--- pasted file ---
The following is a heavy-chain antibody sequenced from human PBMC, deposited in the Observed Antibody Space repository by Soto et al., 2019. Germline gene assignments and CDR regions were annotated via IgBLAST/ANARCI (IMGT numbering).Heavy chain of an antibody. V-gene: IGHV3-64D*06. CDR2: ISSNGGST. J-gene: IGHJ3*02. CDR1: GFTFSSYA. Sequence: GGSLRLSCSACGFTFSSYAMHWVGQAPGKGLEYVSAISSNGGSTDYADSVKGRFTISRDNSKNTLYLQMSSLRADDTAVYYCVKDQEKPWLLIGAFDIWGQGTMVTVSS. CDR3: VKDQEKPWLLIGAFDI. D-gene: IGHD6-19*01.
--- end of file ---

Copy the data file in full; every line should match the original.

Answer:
The following is a heavy-chain antibody sequenced from human PBMC, deposited in the Observed Antibody Space repository by Soto et al., 2019. Germline gene assignments and CDR regions were annotated via IgBLAST/ANARCI (IMGT numbering).Heavy chain of an antibody. V-gene: IGHV3-64D*06. CDR2: ISSNGGST. J-gene: IGHJ3*02. CDR1: GFTFSSYA. Sequence: GGSLRLSCSACGFTFSSYAMHWVGQAPGKGLEYVSAISSNGGSTDYADSVKGRFTISRDNSKNTLYLQMSSLRADDTAVYYCVKDQEKPWLLIGAFDIWGQGTMVTVSS. CDR3: VKDQEKPWLLIGAFDI. D-gene: IGHD6-19*01.